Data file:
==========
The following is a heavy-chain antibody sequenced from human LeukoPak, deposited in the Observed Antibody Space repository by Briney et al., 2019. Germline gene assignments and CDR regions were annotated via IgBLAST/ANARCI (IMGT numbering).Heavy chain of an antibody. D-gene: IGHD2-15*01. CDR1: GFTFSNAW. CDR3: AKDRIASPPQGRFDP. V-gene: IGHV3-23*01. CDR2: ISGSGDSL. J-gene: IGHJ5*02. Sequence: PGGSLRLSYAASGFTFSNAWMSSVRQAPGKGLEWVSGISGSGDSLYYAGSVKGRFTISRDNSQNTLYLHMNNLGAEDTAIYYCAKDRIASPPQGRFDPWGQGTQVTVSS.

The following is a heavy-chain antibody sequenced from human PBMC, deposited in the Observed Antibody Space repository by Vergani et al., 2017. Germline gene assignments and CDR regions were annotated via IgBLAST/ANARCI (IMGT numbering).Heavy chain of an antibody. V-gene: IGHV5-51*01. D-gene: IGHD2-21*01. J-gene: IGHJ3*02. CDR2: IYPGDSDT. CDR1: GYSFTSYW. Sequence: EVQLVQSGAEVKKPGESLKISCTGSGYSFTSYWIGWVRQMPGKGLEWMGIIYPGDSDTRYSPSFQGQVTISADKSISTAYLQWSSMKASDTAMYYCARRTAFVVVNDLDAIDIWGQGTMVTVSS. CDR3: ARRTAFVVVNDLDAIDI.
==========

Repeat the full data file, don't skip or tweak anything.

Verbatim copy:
The following is a heavy-chain antibody sequenced from human LeukoPak, deposited in the Observed Antibody Space repository by Briney et al., 2019. Germline gene assignments and CDR regions were annotated via IgBLAST/ANARCI (IMGT numbering).Heavy chain of an antibody. D-gene: IGHD2-15*01. CDR1: GFTFSNAW. CDR3: AKDRIASPPQGRFDP. V-gene: IGHV3-23*01. CDR2: ISGSGDSL. J-gene: IGHJ5*02. Sequence: PGGSLRLSYAASGFTFSNAWMSSVRQAPGKGLEWVSGISGSGDSLYYAGSVKGRFTISRDNSQNTLYLHMNNLGAEDTAIYYCAKDRIASPPQGRFDPWGQGTQVTVSS.

The following is a heavy-chain antibody sequenced from human PBMC, deposited in the Observed Antibody Space repository by Vergani et al., 2017. Germline gene assignments and CDR regions were annotated via IgBLAST/ANARCI (IMGT numbering).Heavy chain of an antibody. V-gene: IGHV5-51*01. D-gene: IGHD2-21*01. J-gene: IGHJ3*02. CDR2: IYPGDSDT. CDR1: GYSFTSYW. Sequence: EVQLVQSGAEVKKPGESLKISCTGSGYSFTSYWIGWVRQMPGKGLEWMGIIYPGDSDTRYSPSFQGQVTISADKSISTAYLQWSSMKASDTAMYYCARRTAFVVVNDLDAIDIWGQGTMVTVSS. CDR3: ARRTAFVVVNDLDAIDI.